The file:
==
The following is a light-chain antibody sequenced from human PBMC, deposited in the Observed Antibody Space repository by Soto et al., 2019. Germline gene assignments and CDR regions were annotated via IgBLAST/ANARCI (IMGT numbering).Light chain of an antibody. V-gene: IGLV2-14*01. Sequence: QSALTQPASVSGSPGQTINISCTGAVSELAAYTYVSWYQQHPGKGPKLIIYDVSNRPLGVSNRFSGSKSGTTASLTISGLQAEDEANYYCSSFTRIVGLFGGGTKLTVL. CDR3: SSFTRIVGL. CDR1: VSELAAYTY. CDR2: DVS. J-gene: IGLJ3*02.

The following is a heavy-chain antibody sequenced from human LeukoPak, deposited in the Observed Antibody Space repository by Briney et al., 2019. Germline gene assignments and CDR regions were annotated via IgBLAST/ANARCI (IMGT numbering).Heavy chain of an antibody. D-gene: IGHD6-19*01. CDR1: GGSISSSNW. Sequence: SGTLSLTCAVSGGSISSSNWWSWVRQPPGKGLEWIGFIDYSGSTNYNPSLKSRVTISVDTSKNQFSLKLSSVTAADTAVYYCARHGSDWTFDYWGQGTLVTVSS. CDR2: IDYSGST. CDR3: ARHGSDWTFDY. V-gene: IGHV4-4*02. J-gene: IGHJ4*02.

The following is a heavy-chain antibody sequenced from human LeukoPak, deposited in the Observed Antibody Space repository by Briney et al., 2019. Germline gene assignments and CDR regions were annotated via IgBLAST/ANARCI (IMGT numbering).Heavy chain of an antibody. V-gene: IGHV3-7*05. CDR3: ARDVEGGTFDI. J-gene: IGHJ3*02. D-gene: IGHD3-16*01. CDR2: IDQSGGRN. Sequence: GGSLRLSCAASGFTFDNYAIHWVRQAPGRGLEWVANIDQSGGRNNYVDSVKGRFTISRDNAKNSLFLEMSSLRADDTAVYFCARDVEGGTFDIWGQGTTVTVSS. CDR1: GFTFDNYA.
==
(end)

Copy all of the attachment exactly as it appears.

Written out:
The following is a light-chain antibody sequenced from human PBMC, deposited in the Observed Antibody Space repository by Soto et al., 2019. Germline gene assignments and CDR regions were annotated via IgBLAST/ANARCI (IMGT numbering).Light chain of an antibody. V-gene: IGLV2-14*01. Sequence: QSALTQPASVSGSPGQTINISCTGAVSELAAYTYVSWYQQHPGKGPKLIIYDVSNRPLGVSNRFSGSKSGTTASLTISGLQAEDEANYYCSSFTRIVGLFGGGTKLTVL. CDR3: SSFTRIVGL. CDR1: VSELAAYTY. CDR2: DVS. J-gene: IGLJ3*02.

The following is a heavy-chain antibody sequenced from human LeukoPak, deposited in the Observed Antibody Space repository by Briney et al., 2019. Germline gene assignments and CDR regions were annotated via IgBLAST/ANARCI (IMGT numbering).Heavy chain of an antibody. D-gene: IGHD6-19*01. CDR1: GGSISSSNW. Sequence: SGTLSLTCAVSGGSISSSNWWSWVRQPPGKGLEWIGFIDYSGSTNYNPSLKSRVTISVDTSKNQFSLKLSSVTAADTAVYYCARHGSDWTFDYWGQGTLVTVSS. CDR2: IDYSGST. CDR3: ARHGSDWTFDY. V-gene: IGHV4-4*02. J-gene: IGHJ4*02.

The following is a heavy-chain antibody sequenced from human LeukoPak, deposited in the Observed Antibody Space repository by Briney et al., 2019. Germline gene assignments and CDR regions were annotated via IgBLAST/ANARCI (IMGT numbering).Heavy chain of an antibody. V-gene: IGHV3-7*05. CDR3: ARDVEGGTFDI. J-gene: IGHJ3*02. D-gene: IGHD3-16*01. CDR2: IDQSGGRN. Sequence: GGSLRLSCAASGFTFDNYAIHWVRQAPGRGLEWVANIDQSGGRNNYVDSVKGRFTISRDNAKNSLFLEMSSLRADDTAVYFCARDVEGGTFDIWGQGTTVTVSS. CDR1: GFTFDNYA.